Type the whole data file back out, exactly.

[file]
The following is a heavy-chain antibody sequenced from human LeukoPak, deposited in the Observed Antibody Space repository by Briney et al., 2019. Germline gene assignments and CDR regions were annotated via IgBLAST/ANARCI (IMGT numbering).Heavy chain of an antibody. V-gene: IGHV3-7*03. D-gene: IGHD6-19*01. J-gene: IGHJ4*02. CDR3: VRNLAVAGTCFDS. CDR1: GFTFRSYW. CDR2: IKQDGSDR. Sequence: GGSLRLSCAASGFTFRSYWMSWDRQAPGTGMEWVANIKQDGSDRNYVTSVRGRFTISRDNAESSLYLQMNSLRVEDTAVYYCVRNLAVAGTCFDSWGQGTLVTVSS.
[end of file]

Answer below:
The following is a heavy-chain antibody sequenced from human LeukoPak, deposited in the Observed Antibody Space repository by Briney et al., 2019. Germline gene assignments and CDR regions were annotated via IgBLAST/ANARCI (IMGT numbering).Heavy chain of an antibody. V-gene: IGHV3-7*03. D-gene: IGHD6-19*01. J-gene: IGHJ4*02. CDR3: VRNLAVAGTCFDS. CDR1: GFTFRSYW. CDR2: IKQDGSDR. Sequence: GGSLRLSCAASGFTFRSYWMSWDRQAPGTGMEWVANIKQDGSDRNYVTSVRGRFTISRDNAESSLYLQMNSLRVEDTAVYYCVRNLAVAGTCFDSWGQGTLVTVSS.